Issue: Winter 2023


For more than 28 years, Bernard Hiller’s revolutionary techniques and exercises have produced unprecedented success for actors, artists, and performers all around the world. Acting is always evolving and it’s crucial to learn new skills and techniques. Bernard’s unique method in The Revolutionary Guide to Acting leads the actor to discover their true authenticity and cultivate the tools necessary for a long-lasting career.

Everyone now has a camera in their pocket. Adam Pratt, professional photo organizer, software trainer and photographer with more than 25 years at the intersection of creativity and technology, takes aim at visual chaos. Whether you’re a professional photographer or a casual shooter, with Declutter Your Photo Life, Pratt has created the ultimate “how to” to help you organize and enjoy your photos..

The Paul Neuman memoir is an extraordinary memoir, culled from thousands of pages o transcripts. The book is insightful and revealing. Newman’s voice is powerful: sometimes funny, sometimes painful. Revelatory and introspective, it’s loving and candid, complex and profound, The Extraordinary Life of an Ordinary Man, based on interviews conducted by Stewart Stern, compiled and edited by David Rosenthal, provides a new understanding of perhaps the greatest movie star of our time, a man many admired but few really knew—from the perspective of the man himself.

Mary Rogers (1931-2014), the daughter of Richard Rodgers, perhaps the greatest American melodist, was also a composer, whose musical Once Upon a Mattress remains one of the rare revivable Broadway hits written by a woman. Both an eyewitness report from the golden age of American musical theatre and a tale of a woman striving for a meaningful life, her book Shy is the story of how it all happened: how Mary became a major theater figure in her own right and, in a final grand turn, a doyenne of philanthropy.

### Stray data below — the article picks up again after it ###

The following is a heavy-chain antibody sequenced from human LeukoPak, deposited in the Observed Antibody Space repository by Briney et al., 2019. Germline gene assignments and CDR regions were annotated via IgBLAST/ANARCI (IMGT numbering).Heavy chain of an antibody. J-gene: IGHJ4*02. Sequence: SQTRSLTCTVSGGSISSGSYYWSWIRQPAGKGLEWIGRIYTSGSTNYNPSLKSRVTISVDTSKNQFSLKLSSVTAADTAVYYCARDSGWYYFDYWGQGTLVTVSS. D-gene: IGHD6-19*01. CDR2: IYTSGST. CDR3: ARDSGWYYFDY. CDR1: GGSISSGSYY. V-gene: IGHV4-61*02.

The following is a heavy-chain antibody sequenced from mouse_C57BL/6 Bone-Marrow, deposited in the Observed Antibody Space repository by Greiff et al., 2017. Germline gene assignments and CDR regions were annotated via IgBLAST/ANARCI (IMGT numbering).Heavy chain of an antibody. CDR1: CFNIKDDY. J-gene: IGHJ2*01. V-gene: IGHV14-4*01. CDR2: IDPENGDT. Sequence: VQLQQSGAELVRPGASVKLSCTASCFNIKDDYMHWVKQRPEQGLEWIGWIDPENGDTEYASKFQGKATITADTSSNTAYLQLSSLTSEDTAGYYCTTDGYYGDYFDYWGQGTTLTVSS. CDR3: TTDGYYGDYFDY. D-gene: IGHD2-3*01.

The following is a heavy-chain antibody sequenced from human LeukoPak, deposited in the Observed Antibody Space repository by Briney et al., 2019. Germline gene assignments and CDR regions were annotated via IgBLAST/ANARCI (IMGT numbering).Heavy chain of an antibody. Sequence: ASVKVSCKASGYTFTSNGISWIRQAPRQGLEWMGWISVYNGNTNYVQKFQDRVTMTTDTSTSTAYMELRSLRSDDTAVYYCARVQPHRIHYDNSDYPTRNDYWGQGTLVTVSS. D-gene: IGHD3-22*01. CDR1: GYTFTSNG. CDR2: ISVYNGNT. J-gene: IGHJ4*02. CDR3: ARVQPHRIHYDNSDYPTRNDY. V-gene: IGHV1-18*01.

Prior to World War II, Josephine Baker was a music-hall diva renowned for her singing and dancing, her beauty and sexuality; she was the highest paid female performer in Europe. When the Nazis seized Paris, her adopted city,  she was banned from the stage, along with all “negroes and Jews.” Yet instead of returning to America, she vowed to stay and fight. Overnight she went from performer to Resistance spy. In Agent Josephine, Damien Lewis uncovers this little-known history of the famous singer’s life.

Lara Gabrielle’s comprehensive critical biography Captain of Her Soul: The Life of Marion Davies deftly moves from the silent-screen star’s humble days in Brooklyn to her rise to fame alongside publishing baron William Randolph Hearst. Her life story plays like a modern fairy tale shaped by gossip columnists, fan magazines and biopics. Yet the real Marion Davis remained largely hidden from view—until now. What’s revealed is the story of a complex and fiercely independent woman, ahead of her time, who carved her own path. DH